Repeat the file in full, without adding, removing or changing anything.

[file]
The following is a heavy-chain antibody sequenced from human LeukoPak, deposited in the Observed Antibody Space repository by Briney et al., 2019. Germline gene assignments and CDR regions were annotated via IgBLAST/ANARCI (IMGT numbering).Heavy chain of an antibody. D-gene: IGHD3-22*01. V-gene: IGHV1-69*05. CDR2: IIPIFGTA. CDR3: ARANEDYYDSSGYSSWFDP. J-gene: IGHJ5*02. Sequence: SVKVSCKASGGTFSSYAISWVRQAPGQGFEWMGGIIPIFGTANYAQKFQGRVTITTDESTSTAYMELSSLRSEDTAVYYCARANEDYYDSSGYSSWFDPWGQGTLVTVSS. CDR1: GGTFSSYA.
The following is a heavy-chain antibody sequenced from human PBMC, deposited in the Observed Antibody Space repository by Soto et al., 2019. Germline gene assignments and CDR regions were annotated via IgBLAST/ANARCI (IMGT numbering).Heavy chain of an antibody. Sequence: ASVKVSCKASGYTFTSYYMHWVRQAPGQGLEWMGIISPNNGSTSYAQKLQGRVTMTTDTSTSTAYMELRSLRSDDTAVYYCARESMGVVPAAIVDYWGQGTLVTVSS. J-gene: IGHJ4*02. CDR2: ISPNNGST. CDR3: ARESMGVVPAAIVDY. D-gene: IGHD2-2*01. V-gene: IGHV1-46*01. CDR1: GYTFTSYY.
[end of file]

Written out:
The following is a heavy-chain antibody sequenced from human LeukoPak, deposited in the Observed Antibody Space repository by Briney et al., 2019. Germline gene assignments and CDR regions were annotated via IgBLAST/ANARCI (IMGT numbering).Heavy chain of an antibody. D-gene: IGHD3-22*01. V-gene: IGHV1-69*05. CDR2: IIPIFGTA. CDR3: ARANEDYYDSSGYSSWFDP. J-gene: IGHJ5*02. Sequence: SVKVSCKASGGTFSSYAISWVRQAPGQGFEWMGGIIPIFGTANYAQKFQGRVTITTDESTSTAYMELSSLRSEDTAVYYCARANEDYYDSSGYSSWFDPWGQGTLVTVSS. CDR1: GGTFSSYA.
The following is a heavy-chain antibody sequenced from human PBMC, deposited in the Observed Antibody Space repository by Soto et al., 2019. Germline gene assignments and CDR regions were annotated via IgBLAST/ANARCI (IMGT numbering).Heavy chain of an antibody. Sequence: ASVKVSCKASGYTFTSYYMHWVRQAPGQGLEWMGIISPNNGSTSYAQKLQGRVTMTTDTSTSTAYMELRSLRSDDTAVYYCARESMGVVPAAIVDYWGQGTLVTVSS. J-gene: IGHJ4*02. CDR2: ISPNNGST. CDR3: ARESMGVVPAAIVDY. D-gene: IGHD2-2*01. V-gene: IGHV1-46*01. CDR1: GYTFTSYY.